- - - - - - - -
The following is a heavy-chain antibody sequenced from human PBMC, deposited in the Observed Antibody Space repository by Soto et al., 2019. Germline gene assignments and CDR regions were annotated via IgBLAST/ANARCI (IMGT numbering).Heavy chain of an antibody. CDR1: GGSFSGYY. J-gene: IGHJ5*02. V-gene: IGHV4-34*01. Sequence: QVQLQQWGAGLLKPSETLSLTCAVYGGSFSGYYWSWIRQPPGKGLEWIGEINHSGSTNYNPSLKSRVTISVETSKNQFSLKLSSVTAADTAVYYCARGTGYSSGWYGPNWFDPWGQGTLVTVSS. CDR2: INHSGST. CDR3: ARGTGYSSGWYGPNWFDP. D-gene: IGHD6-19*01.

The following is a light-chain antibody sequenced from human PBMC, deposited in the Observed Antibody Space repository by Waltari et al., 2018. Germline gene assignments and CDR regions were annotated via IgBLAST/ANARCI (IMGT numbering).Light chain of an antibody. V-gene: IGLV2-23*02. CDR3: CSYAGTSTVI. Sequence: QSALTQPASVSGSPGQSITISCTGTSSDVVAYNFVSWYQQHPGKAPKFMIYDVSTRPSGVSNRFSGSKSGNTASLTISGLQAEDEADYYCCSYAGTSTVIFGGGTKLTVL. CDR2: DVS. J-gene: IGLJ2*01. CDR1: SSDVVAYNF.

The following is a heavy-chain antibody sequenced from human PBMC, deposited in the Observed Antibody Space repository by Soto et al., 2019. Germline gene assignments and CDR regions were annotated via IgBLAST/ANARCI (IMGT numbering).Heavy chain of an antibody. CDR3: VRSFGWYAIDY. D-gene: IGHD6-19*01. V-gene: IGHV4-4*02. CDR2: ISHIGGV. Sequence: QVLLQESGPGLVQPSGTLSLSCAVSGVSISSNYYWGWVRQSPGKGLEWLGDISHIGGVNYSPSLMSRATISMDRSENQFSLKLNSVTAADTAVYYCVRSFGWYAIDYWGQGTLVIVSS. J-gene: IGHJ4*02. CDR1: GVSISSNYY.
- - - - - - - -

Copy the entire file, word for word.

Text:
The following is a heavy-chain antibody sequenced from human PBMC, deposited in the Observed Antibody Space repository by Soto et al., 2019. Germline gene assignments and CDR regions were annotated via IgBLAST/ANARCI (IMGT numbering).Heavy chain of an antibody. CDR1: GGSFSGYY. J-gene: IGHJ5*02. V-gene: IGHV4-34*01. Sequence: QVQLQQWGAGLLKPSETLSLTCAVYGGSFSGYYWSWIRQPPGKGLEWIGEINHSGSTNYNPSLKSRVTISVETSKNQFSLKLSSVTAADTAVYYCARGTGYSSGWYGPNWFDPWGQGTLVTVSS. CDR2: INHSGST. CDR3: ARGTGYSSGWYGPNWFDP. D-gene: IGHD6-19*01.

The following is a light-chain antibody sequenced from human PBMC, deposited in the Observed Antibody Space repository by Waltari et al., 2018. Germline gene assignments and CDR regions were annotated via IgBLAST/ANARCI (IMGT numbering).Light chain of an antibody. V-gene: IGLV2-23*02. CDR3: CSYAGTSTVI. Sequence: QSALTQPASVSGSPGQSITISCTGTSSDVVAYNFVSWYQQHPGKAPKFMIYDVSTRPSGVSNRFSGSKSGNTASLTISGLQAEDEADYYCCSYAGTSTVIFGGGTKLTVL. CDR2: DVS. J-gene: IGLJ2*01. CDR1: SSDVVAYNF.

The following is a heavy-chain antibody sequenced from human PBMC, deposited in the Observed Antibody Space repository by Soto et al., 2019. Germline gene assignments and CDR regions were annotated via IgBLAST/ANARCI (IMGT numbering).Heavy chain of an antibody. CDR3: VRSFGWYAIDY. D-gene: IGHD6-19*01. V-gene: IGHV4-4*02. CDR2: ISHIGGV. Sequence: QVLLQESGPGLVQPSGTLSLSCAVSGVSISSNYYWGWVRQSPGKGLEWLGDISHIGGVNYSPSLMSRATISMDRSENQFSLKLNSVTAADTAVYYCVRSFGWYAIDYWGQGTLVIVSS. J-gene: IGHJ4*02. CDR1: GVSISSNYY.